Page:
Last month, de Blasio announced his new #GetCoveredNYC initiative, a program that is deploying $8 million in city resources to enroll tens of thousands of New Yorkers in ACA by the end of January—with the goal to get so many people insured through Obamacare that Republicans would hesitate to repeal it.

He said that his administration would integrate outreach at the city’s municipal medical health facilities and mobile enrollment with community organizing methods such as door-knocking and phone-banking in an effort to get 50,000 of 500,000 eligible New Yorkers signed up by the end of 2017.

Gov. Andrew Cuomo has estimated that if Congress repeals ACA, 2.7 million New Yorkers will lose coverage—and that would result in a $3.7 billion loss to the state budget as well as a $600 million hit to counties across the state. The governor met with the president-elect at Trump Tower this morning to discuss the issue.

Democrats nationwide have warned eliminating the program without a replacement ready would take away health coverage from 30 million Americans and raise premiums for millions more.

“Some of us are made, some of us are scared but all of us need to get organized,” Palacio continued. “We need to call our representatives in Congress and convert them into champions. We need to send our messages loud and clear: healthcare isn’t a privilege of the few, it’s a right of the all.”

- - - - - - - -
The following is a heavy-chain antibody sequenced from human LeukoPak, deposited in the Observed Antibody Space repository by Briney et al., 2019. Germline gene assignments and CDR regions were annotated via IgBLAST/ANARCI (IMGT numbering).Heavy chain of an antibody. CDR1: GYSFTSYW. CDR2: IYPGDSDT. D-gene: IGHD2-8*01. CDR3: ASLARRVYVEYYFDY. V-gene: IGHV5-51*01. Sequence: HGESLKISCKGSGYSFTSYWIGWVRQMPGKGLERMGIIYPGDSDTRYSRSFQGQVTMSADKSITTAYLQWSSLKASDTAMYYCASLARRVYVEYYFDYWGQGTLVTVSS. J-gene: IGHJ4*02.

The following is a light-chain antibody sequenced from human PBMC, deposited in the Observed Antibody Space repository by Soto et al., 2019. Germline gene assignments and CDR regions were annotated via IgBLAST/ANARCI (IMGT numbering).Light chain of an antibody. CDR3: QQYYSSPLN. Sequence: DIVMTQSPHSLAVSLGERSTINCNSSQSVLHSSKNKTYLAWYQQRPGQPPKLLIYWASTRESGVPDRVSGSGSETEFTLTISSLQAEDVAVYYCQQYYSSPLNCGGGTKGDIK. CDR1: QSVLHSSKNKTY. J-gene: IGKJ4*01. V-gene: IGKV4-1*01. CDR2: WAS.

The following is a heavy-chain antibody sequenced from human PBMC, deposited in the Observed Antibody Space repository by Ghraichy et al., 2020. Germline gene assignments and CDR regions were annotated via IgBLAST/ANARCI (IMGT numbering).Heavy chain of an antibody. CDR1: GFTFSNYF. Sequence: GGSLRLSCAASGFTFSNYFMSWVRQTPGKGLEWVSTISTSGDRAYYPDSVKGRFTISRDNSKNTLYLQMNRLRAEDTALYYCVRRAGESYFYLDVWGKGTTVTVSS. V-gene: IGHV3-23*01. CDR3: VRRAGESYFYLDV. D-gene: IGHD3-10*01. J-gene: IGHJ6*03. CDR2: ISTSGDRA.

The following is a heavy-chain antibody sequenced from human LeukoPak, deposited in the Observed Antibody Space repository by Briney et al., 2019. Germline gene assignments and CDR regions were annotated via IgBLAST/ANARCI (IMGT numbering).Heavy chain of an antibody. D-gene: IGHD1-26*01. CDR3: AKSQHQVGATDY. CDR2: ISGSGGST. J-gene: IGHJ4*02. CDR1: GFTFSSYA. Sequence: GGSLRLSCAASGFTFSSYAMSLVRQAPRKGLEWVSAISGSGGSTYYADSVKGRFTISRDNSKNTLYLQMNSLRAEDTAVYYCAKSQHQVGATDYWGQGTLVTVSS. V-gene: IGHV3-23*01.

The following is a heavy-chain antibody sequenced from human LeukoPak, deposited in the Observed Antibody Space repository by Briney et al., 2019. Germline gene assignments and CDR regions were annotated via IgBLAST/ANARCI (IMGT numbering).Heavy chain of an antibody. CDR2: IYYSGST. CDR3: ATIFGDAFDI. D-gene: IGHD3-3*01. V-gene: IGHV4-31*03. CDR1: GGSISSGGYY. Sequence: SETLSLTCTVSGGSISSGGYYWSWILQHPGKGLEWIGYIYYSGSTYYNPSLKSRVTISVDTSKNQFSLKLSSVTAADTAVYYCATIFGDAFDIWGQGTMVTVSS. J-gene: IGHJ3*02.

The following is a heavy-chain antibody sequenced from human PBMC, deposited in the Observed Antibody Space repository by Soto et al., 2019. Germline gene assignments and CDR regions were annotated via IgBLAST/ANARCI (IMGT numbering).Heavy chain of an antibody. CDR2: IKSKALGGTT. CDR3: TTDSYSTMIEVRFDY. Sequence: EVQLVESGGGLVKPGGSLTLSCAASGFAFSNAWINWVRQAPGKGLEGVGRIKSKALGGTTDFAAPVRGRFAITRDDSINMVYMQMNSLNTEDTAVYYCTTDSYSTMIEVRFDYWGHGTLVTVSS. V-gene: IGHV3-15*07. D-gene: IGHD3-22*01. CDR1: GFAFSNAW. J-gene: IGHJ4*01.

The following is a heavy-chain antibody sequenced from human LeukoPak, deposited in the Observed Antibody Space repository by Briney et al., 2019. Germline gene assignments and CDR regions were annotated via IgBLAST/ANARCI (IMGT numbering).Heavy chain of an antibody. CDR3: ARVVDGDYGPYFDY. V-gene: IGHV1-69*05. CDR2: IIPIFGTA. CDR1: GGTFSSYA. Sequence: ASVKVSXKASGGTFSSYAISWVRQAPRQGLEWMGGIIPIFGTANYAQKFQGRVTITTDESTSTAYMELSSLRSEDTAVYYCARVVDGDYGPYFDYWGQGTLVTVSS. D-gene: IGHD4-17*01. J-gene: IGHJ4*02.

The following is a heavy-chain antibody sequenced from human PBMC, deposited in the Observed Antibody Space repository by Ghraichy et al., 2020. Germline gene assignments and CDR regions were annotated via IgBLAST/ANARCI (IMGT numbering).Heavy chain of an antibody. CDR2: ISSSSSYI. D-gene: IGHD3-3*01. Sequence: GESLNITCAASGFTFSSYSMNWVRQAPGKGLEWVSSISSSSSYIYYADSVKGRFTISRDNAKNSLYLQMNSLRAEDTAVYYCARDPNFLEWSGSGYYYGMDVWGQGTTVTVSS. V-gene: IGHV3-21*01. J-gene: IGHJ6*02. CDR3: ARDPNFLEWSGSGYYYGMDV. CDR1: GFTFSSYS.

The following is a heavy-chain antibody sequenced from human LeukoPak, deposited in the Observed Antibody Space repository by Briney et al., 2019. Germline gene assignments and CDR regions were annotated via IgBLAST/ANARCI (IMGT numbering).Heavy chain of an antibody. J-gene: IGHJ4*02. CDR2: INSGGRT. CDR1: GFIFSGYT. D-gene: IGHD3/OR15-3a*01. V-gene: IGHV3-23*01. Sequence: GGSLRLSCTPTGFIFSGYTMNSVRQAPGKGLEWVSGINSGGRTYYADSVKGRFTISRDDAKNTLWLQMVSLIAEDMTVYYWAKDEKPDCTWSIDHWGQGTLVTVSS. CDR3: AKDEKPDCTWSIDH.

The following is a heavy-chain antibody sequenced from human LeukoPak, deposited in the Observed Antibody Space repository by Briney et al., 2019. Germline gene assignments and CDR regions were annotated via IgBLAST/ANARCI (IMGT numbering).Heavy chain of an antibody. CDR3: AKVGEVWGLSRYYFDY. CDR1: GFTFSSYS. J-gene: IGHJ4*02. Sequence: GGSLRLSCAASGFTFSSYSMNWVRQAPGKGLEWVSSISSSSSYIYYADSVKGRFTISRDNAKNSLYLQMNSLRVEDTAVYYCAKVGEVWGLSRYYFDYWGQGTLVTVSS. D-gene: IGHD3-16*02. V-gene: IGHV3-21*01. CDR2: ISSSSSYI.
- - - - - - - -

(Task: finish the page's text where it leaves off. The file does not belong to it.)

Indeed, Palacio pointed out that taking away ACA without a replacement means devastation for New Yorkers, more chronic illnesses, more folks in emergency rooms and shorter life spans.

“We cannot be a fair and just society without affordable, high quality healthcare,” she said. “New York City now has an uninsured rate of 5 percent, well below the national average of 9 percent. We launched #GetCoveredNYC to sign up another 50,000 people and to borrow a phrase from our senator, Senator [Charles] Schumer, we can’t afford to let Congress make us sick again.”

For its report, “Safeguarding Immigrant Coverage,” Make the Road New York collected 838 surveys and conducted eight focus groups dealing with Latino immigrants and found that having health insurance more than doubled the rate at which an individual has a primary care provider with regular visits, according to Rebecca Telzak, Make the Road New York’s director of health programs.